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Cycling in the time of Corona - Angelo Calilap

As the coronavirus pandemic continues to spread, cyclists around the world are certain of one thing: bikes still aren’t canceled. We talked to a few of our friends on how they are navigating riding during this time—adapting to new regulations and restrictions, coming up with novel ways to ride at home and stay creatively and socially stimulated, and keeping race legs primed for the days when we can ride (and race) together again.

Angelo is a Cat 2 racer and team manager for The 5th Floor, a cycling team based in NYC and London.

 

Are you still riding outside?
Yes, still riding outside, but I’m very careful when and where.

What do those rides now look like for you? Have your reasons and intentions for riding a bicycle changed during this time?
During the week, if I’m going to Prospect Park, I go early to make sure there’s not a lot of foot traffic with walkers and other cyclists and runners, just because I want to continue to be safe and practice social distancing.

 

Have your reasons and intentions for riding a bicycle changed during this time?
I’m still riding my bike as if I was getting ready for racing. I have structured workouts, and I work with my coach to see what those are. Over the weekend, I’ve added a freestyle day where I go out and explore. I try to stay on roads that are safe and known, so no gravel.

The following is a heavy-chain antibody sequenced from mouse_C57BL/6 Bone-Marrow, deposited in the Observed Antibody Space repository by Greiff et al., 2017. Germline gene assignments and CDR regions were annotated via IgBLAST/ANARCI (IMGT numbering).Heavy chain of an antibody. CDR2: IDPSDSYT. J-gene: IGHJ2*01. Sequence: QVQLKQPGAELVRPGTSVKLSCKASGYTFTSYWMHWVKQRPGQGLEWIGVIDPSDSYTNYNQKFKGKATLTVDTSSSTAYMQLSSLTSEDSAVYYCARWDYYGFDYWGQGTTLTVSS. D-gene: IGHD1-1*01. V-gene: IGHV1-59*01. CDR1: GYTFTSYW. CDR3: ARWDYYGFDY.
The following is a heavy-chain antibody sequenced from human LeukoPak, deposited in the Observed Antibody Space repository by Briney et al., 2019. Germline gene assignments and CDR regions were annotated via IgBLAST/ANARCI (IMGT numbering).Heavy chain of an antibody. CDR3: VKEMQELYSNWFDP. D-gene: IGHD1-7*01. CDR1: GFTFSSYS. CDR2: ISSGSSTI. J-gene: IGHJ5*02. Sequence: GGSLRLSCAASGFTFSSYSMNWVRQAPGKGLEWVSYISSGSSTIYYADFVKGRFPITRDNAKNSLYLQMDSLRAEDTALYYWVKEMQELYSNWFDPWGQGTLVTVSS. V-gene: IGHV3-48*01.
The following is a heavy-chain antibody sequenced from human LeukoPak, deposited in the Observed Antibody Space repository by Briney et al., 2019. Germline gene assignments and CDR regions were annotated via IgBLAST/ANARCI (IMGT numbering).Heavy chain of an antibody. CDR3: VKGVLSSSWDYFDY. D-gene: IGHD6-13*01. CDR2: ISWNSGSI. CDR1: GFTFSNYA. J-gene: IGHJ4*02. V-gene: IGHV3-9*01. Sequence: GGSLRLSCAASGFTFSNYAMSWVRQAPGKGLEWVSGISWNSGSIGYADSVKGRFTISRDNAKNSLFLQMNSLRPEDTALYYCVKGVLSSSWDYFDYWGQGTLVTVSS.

However, this time away from racing has forced me to reflect on why I do it in the first place. I race because I want to challenge myself physically and push myself to be tougher mentally. When road racing starts again, I’ll be ready. And if it’s too late for road racing, then I’ll be ready for cross in the winter.

 

How’re you staying motivated? Any tools you’re using to help you?
I’m always looking to improve as a cyclist and a bike racer. Just seeing my numbers getting better continues to motivate me. 

Everyone adapts differently individually, but collectively, the NYC racing community for the most part seems to have embraced the solo outdoor ride or the virtual indoor experience. As a team, since everyone is home and online more, there’s been more conversations across the board, and some have found new ways to socialize outside of bikes, i.e., online poker!

 

 

Lastly, do you think how you approach riding will change after this? What do you miss most?
I think how I approach riding definitely will change; I’m looking forward to my first group ride with my team. Hugs and hammers all around!

 

Read more of our pandemic cycling stories from Kelton + Bianca in Los Angeles and Julia Fouquet in Paris. Or take a peek at the empty NYC streets in our photo essay.

Empty NYC
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Cycling in the time of Corona - Julia Fouquet
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Cycling in the time of Corona - Kelton & Bianca
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